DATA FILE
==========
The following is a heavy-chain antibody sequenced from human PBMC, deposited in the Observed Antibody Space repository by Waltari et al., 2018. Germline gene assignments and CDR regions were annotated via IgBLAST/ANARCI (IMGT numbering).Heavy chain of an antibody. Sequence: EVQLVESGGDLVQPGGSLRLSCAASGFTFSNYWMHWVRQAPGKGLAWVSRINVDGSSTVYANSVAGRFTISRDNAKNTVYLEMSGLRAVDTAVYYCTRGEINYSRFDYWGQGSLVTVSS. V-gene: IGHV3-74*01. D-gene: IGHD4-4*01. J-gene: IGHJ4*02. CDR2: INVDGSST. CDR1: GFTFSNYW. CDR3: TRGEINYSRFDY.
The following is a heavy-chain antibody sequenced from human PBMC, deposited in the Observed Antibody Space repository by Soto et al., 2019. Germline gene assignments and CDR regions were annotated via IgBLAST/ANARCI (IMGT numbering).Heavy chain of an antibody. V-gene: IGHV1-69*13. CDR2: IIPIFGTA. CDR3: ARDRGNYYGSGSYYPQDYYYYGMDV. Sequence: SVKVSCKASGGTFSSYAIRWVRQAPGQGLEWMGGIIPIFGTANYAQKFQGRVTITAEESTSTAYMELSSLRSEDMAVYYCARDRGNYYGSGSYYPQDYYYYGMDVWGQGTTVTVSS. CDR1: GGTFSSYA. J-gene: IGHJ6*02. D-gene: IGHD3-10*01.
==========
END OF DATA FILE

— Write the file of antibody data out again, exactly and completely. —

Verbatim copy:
The following is a heavy-chain antibody sequenced from human PBMC, deposited in the Observed Antibody Space repository by Waltari et al., 2018. Germline gene assignments and CDR regions were annotated via IgBLAST/ANARCI (IMGT numbering).Heavy chain of an antibody. Sequence: EVQLVESGGDLVQPGGSLRLSCAASGFTFSNYWMHWVRQAPGKGLAWVSRINVDGSSTVYANSVAGRFTISRDNAKNTVYLEMSGLRAVDTAVYYCTRGEINYSRFDYWGQGSLVTVSS. V-gene: IGHV3-74*01. D-gene: IGHD4-4*01. J-gene: IGHJ4*02. CDR2: INVDGSST. CDR1: GFTFSNYW. CDR3: TRGEINYSRFDY.
The following is a heavy-chain antibody sequenced from human PBMC, deposited in the Observed Antibody Space repository by Soto et al., 2019. Germline gene assignments and CDR regions were annotated via IgBLAST/ANARCI (IMGT numbering).Heavy chain of an antibody. V-gene: IGHV1-69*13. CDR2: IIPIFGTA. CDR3: ARDRGNYYGSGSYYPQDYYYYGMDV. Sequence: SVKVSCKASGGTFSSYAIRWVRQAPGQGLEWMGGIIPIFGTANYAQKFQGRVTITAEESTSTAYMELSSLRSEDMAVYYCARDRGNYYGSGSYYPQDYYYYGMDVWGQGTTVTVSS. CDR1: GGTFSSYA. J-gene: IGHJ6*02. D-gene: IGHD3-10*01.